Using RNAseq to investigate why oral ‘precancer’ becomes oral cancer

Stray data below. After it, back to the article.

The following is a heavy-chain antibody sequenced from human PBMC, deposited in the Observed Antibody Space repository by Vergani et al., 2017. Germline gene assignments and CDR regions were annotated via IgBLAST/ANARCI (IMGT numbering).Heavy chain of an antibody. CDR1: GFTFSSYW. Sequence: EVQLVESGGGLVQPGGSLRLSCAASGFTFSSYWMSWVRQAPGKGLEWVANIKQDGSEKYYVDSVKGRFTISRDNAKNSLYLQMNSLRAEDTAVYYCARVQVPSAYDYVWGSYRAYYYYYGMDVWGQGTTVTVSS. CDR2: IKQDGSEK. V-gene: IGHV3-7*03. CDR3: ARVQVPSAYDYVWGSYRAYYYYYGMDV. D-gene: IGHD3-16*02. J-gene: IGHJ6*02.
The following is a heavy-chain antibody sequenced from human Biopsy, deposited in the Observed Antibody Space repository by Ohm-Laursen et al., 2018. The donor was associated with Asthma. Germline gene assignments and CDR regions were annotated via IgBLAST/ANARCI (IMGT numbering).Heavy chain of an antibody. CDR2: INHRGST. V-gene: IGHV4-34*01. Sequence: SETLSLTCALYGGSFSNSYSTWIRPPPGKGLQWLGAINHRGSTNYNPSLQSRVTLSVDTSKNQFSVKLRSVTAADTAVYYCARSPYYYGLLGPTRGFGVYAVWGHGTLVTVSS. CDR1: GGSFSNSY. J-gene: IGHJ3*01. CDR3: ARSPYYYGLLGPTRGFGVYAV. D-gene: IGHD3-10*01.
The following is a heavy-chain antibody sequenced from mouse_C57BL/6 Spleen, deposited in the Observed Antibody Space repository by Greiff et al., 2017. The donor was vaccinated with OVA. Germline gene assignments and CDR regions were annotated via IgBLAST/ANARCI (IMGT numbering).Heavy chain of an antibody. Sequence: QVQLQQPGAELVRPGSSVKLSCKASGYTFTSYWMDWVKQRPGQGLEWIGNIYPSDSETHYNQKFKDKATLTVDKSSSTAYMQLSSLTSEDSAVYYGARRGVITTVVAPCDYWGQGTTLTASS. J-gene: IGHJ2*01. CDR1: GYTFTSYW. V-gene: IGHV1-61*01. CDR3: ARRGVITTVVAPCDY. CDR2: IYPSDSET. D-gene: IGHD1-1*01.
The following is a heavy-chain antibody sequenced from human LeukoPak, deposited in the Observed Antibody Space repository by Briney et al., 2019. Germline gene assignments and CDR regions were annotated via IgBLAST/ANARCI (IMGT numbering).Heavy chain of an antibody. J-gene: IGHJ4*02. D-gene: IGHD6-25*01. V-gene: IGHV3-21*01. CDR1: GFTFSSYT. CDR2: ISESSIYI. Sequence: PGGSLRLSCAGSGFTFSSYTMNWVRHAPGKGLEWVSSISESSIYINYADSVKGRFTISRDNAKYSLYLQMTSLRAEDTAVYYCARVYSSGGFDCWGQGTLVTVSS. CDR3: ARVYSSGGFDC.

Oral squamous cell carcinoma (OSCC) is a prevalent cancer with poor prognosis. Most OSCC progresses via a non-malignant, precancerous stage called dysplasia. Effective treatment of dysplasia prior to potential malignant transformation is an unmet clinical need. To further understand the development and progression of oral dysplasia at the cellular level, we have characterised the transcriptomes of 19 matched HPV negative patient trios (normal oral mucosa, dysplasia and associated OSCC from the same patients) using high coverage strand-specific RNA sequencing (RNAseq) that captures information about both coding and non-coding RNA (> 200bp). We performed differential gene expression, principal component and correlated gene network analysis using these data. In this talk I will discuss one of our findings in more detail: differences in the immune cell signatures present at different disease stages. I will confirm how we made this discovery and what it could mean for future research in this area.